The humanities are not just an adornment but are essential to our spiritual lives, writes Dr. Handley. He suggests that neither religion nor the humanities can have the greatest impact in our lives without three crucial ingredients: criticism, compassion, and charity.
Criticism is the means by which we protect ourselves from deception and by which we strengthen our autonomy as moral agents. In critical thinking, we distance ourselves from an experience or idea enough to assess its value and interpret its meaning.
Compassion allows us to feel what others feel and see through another’s eyes, which prevents our critical judgment from becoming centripetal and self-reinforcing. Without compassion, we will end up talking only to those we already like or identify with and may become cynical or mistrusting of others.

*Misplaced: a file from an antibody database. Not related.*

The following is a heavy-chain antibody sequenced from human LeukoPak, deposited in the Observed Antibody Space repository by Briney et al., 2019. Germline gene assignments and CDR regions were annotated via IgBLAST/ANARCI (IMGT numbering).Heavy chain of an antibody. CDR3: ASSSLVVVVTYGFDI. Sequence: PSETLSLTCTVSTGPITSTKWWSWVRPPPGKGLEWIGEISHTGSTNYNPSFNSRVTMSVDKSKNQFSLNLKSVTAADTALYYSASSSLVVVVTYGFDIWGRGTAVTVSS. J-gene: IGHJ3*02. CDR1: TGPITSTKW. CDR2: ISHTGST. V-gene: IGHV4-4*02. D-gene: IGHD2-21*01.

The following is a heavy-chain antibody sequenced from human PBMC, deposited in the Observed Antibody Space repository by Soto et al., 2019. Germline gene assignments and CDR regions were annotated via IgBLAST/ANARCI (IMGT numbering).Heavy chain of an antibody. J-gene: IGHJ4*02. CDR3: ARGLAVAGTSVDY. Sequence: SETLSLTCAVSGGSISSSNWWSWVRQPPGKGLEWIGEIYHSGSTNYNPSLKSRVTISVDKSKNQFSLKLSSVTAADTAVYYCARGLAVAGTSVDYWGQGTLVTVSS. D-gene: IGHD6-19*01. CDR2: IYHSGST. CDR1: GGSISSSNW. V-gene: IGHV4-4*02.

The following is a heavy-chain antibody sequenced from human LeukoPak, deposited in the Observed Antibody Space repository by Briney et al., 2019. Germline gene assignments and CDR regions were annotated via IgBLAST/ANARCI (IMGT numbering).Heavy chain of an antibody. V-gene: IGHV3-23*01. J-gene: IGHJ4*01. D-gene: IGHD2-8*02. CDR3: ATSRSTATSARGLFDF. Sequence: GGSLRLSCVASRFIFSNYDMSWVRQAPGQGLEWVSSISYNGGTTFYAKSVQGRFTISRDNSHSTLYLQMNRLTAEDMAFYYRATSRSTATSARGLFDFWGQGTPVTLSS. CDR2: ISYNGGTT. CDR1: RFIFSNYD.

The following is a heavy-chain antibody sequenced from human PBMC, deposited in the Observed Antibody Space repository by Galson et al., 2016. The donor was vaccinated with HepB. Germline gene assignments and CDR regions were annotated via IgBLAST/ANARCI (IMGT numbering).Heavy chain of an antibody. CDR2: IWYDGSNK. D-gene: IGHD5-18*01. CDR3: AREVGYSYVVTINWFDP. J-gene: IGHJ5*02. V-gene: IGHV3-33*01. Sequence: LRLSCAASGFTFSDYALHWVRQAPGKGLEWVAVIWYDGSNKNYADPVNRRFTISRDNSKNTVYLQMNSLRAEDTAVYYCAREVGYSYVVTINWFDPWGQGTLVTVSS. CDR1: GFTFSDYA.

Charity is the means by which we learn to live with the tension between criticism and compassion. It holds differences together in a meaningful relationship without collapsing those differences. It helps us not to be driven by emotion, to weigh things in the balance, and it recognizes that there is a gap between our thoughts and God’s that we must seek to overcome by a perpetual search for more truth.
This lecture was presented on November 11, 2015, as part of the BYU Faculty Center’s “My Journey as a Scholar of Faith” series.